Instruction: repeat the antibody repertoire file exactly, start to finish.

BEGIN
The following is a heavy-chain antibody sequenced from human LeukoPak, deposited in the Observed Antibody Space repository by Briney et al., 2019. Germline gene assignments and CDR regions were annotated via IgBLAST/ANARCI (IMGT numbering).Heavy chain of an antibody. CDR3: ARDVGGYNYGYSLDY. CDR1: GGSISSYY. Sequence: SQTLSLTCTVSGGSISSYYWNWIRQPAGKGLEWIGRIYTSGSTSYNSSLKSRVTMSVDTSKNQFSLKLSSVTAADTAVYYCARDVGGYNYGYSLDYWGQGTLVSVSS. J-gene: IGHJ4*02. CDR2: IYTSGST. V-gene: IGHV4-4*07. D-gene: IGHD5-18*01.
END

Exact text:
The following is a heavy-chain antibody sequenced from human LeukoPak, deposited in the Observed Antibody Space repository by Briney et al., 2019. Germline gene assignments and CDR regions were annotated via IgBLAST/ANARCI (IMGT numbering).Heavy chain of an antibody. CDR3: ARDVGGYNYGYSLDY. CDR1: GGSISSYY. Sequence: SQTLSLTCTVSGGSISSYYWNWIRQPAGKGLEWIGRIYTSGSTSYNSSLKSRVTMSVDTSKNQFSLKLSSVTAADTAVYYCARDVGGYNYGYSLDYWGQGTLVSVSS. J-gene: IGHJ4*02. CDR2: IYTSGST. V-gene: IGHV4-4*07. D-gene: IGHD5-18*01.